August 11, 2015

Norma Shearer, The Divorcée

Won: Academy Award - Best Actress

The story goes that Norma Shearer wanted to branch out from the typical prim and proper roles she had been playing, and had to send husband Irving Thalberg provocative photos of herself in order to land the part of Jerry. I've always thought this to be an interesting factoid, because as swell as Shearer may be in the part, I'm not sure that "sexy" is a word I would use to describe her here, but rather casual in the sexual sense. Still, it's this very carefree spirit that makes Shearer and The Divorcée so easy to watch. And it's the more serious aspects of Shearer's performance, such as the calculations Jerry makes while out with Robert Montgomery to balance her and her husband's accounts, or the wounded internal conflict she displays when she faces her husband after having committed the deed, her spasm of confident sexual liberation ("from now on, you're the only man in the world whom my door is closed to!"), or her last act realization of how her life is in disarray, this is a refreshingly unique role (of its time) loaded with opportunity. However, I kept getting the ever-so-slight feeling that this wasn't a role that fit Shearer like a glove, that this was the role made for her so to speak. And while I applaud her for wanting to try something different, I couldn't help but wonder how a more brazen actress might have handled it (like a Swanson, or a Joan Crawford, who was alleged to have been campaigning for the part). In other words, I thought that this was a perfectly fine performance, perfectly enjoyable in every sense, but the fact that it fades a little from my memory so soon after watching it shows that it isn't quite a defining role in Shearer's great career. Solid work overall.


  1. For author Mick LaSalle, and he's not alone, The Divorcee is the gateway title into four years of particularly relaxed (or cleverly got around) censorship, now commonly called PreCode. His superb "Complicated Women" counts Shearer and Garbo "the advanced guard" in that era, but he has much praise also Crawford, Harlow, Mae West, Loretta Young, Ann Harding and many others.

    Shearer found Jerry "very strong, almost ruthless." Says LaSalle, "Shearer knew at once the significance of the role. Here was sex without victimhood and virtue without chastity." In the Ursula Parrot originating novel, Jerry’s liberation isn't nearly as defined, and she remains after the divorce something of a sex slave to her ex, Ted. For the screenplay, this was wisely thrown out and Jerry all but forgets Ted the moment he's out the door.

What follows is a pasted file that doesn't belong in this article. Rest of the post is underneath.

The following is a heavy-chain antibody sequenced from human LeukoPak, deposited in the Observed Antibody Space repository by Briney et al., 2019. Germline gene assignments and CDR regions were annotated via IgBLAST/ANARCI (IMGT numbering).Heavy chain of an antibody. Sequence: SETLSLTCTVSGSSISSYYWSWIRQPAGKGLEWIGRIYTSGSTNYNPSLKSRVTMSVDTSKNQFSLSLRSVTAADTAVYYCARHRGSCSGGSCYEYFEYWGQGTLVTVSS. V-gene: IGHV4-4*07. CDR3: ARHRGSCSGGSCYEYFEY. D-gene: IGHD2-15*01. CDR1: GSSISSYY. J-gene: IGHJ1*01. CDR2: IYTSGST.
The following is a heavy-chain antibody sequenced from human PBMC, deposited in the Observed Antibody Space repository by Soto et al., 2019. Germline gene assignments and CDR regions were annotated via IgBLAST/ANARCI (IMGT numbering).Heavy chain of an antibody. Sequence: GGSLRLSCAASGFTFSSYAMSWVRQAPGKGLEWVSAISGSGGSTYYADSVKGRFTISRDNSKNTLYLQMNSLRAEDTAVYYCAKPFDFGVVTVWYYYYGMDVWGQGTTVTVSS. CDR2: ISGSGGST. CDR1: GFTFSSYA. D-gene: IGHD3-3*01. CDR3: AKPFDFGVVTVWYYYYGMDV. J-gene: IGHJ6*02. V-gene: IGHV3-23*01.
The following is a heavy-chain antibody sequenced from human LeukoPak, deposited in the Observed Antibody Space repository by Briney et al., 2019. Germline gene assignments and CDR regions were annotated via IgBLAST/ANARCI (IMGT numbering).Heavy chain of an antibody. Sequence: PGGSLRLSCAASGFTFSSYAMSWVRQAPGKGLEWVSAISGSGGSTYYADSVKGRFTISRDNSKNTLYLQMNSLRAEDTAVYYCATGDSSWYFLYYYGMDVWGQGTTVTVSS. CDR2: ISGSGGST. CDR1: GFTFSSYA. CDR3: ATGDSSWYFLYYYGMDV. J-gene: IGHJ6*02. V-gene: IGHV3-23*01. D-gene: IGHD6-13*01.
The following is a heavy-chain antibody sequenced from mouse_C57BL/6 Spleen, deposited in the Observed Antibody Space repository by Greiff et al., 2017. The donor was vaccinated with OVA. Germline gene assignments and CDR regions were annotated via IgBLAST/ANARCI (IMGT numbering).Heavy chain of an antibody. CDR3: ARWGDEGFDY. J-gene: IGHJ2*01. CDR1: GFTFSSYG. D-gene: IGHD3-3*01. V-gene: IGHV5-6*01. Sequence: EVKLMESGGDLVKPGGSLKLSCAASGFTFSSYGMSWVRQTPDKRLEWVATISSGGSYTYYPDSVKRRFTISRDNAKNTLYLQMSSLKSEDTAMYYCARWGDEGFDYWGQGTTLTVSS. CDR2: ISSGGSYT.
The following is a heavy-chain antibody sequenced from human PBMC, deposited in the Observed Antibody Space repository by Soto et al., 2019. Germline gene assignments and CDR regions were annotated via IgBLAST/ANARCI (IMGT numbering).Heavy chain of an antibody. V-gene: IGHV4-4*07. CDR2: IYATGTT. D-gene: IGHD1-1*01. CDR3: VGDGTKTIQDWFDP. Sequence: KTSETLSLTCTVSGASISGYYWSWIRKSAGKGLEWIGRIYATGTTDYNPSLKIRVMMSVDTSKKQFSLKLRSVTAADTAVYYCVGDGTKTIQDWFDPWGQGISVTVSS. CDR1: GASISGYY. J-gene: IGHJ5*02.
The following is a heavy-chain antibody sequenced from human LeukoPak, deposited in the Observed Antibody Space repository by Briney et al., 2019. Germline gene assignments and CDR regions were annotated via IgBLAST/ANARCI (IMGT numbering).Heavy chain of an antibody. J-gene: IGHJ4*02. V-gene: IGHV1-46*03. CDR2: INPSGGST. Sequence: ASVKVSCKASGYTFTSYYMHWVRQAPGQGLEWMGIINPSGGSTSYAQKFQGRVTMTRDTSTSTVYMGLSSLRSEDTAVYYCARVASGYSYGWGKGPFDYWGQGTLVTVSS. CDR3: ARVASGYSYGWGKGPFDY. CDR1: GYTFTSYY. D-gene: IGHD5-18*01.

Through she wanted plenty others too, Jerry in The Divorcee, Jan Ashe in A Free Soul, and Irene in Idiot's Delight are the foremost Shearer roles that Crawford also coveted and their loss cemented an at least 17 year long hostility from Joan. LaSalle makes a strong case that Crawford does not come into her "authenticity" until 1931's Possessed with Clark Gable, and thereafter Crawford also would certainly get her share of daring PreCode women in Sadie McKee, Dancing Lady, and her near-prostitute disguised as stenographer in Grand Hotel.

    But before then, charges LaSalle, "In fact, to imagine Crawford in any of Shearer's roles from 1925 through 1931, the period of Crawford's loudest complaining, is to contemplate a horror. The early Crawford with her practiced facial expressions, false energy and self-conscious speech would have annihilated The Trail Of Mary Dugan and The Divorcee, films she desperately wanted. And the thought of what she might have done to Private Lives and Strange Interlude is gruesome."

    All's well that ends well, and Crawford's own Oscar triumph in the mid-40s, three years after Shearer had to retired to the ski slopes with second husband Martin Arrouge, had to be that particularly sweet for Joan. But Crawford's enmity toward Shearer was always mostly displaced. Each was done more damage by the installation of Joseph Breen as the powerful head of Hollywood's censorship office in mid-1934 than either was ever an impediment to the other.

    1. Have you considered starting up your own blog? Your comments are longer than my actual blog posts :P and I can't help but feel as though your rich commentary would also be greater suited through your own outlet--not that it's unwanted here, just a thought!

    2. :) I'm grateful for that generous compliment, but the fact is I'm already almost every waking hour on the computer as it is with, figuratively speaking, all 10 fingers in a different pie. Your blog has given me another opportunity for great fun. Somebody drops the names of Davis, Hepburn, Crawford, Garbo, Harlow, Dressler, and especially Shearer, I wanna be there to cheer and add. :) Thank you, Allen.

  2. This movie, in many ways, started the pre-code risqué phase in film. Though it's creaky in technical matters the story is much more adult and sophisticated than anything after 1934 when the Code came in. Some of the scenes are audaciously daring and I think both Chester Morris and Norma Shearer give terrific performances. Unfortunately for Montgomery, he was in the midst of his 'hapless-second-male-lead-drunk' period so he serves as little more than a plot fulcrum, but Morris is sinewy, heartfelt, smug and yet quite likeable. Shearer really stepped it up with this one and in scenes with Morris she is both fire (the bedroom kiss-off is great) and ice ("I've balanced our accounts"). She would have better roles in the future that would tax her range more effectively, but for a VERY early sound film this is quite an accomplishment.